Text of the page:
American Farmer: Soybean Harvest
Here's a "Six Degrees of Separation" question for you. How are you connected to a farmer in a small town in Arkansas? Well, if he or she is growing soybeans, there are several ways that farmer touches your life every day.
Although you may be most familiar with soybean food products, these miracle beans have many more applications. Adhesives, building materials, carpet cleaning products, crayons, car seats, shampoo and newspapers with soy-based ink are just a few of the products that are made from soybeans.
Farmers in my home state of Arkansas have just wrapped up the harvest and it's predicted to be a record year in spite of the severe drought. Other top soybean producing states such as Iowa, Indiana and Illinois were hit harder by this year's dry weather because farmers in these states are less likely to irrigate their fields. Drought in those mid-western states simply doesn't happen often enough to justify the cost of installing irrigation systems, but Arkansas summers are typically dry so many of our farmers have installed irrigation systems for soybeans as well as other crops in rotation.
The harvest kicked off a little early this year, but then so did spring. The combines were out in September and nearly all the beans were in by early November. It is estimated that Arkansas soybean farmers will average 39 bushels per acre up from the 35 bushel per acre average of the past decade. This is a huge leap from the 28 bushels per acre that was considered a good harvest in the 1980s. Our state could potentially produce 125 million bushels this year, resulting in approximately 1.7 billion dollars of revenue.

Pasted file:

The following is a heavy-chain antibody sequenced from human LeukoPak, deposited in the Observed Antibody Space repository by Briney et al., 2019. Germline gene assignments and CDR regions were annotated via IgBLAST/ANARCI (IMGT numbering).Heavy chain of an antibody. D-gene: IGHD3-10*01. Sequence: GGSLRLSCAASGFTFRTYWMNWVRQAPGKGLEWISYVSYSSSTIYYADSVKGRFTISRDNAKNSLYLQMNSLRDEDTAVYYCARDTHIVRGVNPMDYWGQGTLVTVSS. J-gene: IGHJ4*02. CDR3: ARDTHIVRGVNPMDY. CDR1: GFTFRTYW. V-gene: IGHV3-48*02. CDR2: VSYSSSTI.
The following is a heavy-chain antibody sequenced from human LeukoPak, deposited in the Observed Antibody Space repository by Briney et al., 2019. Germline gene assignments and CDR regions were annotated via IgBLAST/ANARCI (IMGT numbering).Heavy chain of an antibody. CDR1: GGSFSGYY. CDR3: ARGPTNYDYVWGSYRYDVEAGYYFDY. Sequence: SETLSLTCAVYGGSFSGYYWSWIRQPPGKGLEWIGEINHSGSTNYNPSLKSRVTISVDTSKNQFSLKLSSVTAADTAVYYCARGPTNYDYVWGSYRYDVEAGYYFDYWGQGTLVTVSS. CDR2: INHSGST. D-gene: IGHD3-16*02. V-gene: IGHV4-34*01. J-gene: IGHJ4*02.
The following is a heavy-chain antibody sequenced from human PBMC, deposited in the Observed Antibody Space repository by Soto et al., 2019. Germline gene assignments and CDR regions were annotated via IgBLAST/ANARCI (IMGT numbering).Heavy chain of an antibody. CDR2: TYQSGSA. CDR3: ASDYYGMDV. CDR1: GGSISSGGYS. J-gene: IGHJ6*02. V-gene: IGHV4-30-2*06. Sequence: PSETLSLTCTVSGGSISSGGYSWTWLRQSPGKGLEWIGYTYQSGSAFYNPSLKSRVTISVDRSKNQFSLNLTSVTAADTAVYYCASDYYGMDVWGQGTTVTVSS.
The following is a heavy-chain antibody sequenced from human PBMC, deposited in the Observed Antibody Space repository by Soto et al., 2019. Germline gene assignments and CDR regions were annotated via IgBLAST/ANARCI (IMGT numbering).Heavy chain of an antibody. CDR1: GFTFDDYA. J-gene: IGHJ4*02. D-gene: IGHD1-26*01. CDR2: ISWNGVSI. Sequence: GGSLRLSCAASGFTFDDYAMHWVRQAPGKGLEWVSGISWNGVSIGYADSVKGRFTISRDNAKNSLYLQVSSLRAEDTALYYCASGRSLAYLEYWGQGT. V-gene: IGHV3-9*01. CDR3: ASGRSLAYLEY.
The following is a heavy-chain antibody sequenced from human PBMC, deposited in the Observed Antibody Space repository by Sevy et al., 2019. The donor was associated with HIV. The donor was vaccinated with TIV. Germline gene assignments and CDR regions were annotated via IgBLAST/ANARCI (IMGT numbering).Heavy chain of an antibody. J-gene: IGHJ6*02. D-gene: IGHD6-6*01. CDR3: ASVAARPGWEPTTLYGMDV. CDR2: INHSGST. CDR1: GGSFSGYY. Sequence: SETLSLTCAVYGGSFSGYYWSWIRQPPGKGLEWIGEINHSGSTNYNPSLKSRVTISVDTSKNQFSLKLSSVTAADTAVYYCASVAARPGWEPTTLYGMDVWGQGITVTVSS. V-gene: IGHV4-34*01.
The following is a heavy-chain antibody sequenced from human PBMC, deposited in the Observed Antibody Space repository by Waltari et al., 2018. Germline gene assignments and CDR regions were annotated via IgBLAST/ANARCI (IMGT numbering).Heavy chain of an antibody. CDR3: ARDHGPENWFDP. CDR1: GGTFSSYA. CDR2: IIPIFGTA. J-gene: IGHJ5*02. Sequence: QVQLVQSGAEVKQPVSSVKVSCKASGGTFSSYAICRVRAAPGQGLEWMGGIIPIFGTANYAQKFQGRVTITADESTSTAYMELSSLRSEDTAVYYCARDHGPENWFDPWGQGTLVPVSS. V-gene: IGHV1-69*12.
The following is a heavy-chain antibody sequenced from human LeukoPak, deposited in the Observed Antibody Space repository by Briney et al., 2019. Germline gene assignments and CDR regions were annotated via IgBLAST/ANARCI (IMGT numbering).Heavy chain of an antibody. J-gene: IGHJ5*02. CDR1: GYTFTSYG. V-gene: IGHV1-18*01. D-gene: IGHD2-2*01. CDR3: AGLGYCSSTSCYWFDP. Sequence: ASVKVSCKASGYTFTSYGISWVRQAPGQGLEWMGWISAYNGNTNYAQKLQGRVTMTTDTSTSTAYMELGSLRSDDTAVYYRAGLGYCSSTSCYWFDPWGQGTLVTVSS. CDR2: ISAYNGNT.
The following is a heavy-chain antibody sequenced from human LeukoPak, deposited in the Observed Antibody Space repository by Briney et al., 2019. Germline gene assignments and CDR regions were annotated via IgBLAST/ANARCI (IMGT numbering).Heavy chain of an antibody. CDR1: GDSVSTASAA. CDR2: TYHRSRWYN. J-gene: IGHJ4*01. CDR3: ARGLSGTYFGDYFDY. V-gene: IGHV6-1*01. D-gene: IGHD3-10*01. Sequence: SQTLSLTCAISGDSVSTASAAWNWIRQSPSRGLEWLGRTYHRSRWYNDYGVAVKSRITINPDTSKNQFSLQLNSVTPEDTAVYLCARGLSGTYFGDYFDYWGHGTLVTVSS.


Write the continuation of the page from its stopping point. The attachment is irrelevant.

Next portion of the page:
Talk Like a Farmer
Forward Booking - Forward booking prices is when a farmer locks in a certain price per bushel on the current year's harvest. He also commits to produce a certain number of bushels. At harvest time the elevator will pay that price per bushel whether the actual price is higher or lower. If the farmer does not produce the promised number of bushels, he has to pay the elevator for the undelivered bushels. Farmers rarely, if ever, commit their whole crop and they will forward book in increments over the course of late winter and spring.
Lodging – When plants lean over (especially after a heavy rain and wind) therefore are difficult to harvest.
Shattering – Soybeans left in the field too long may begin to burst open. The pods get too dry. You can hear the pods popping open with bean seed popping out.
Reel Loss – Caused when pods hit the combine reel and the beans pop out.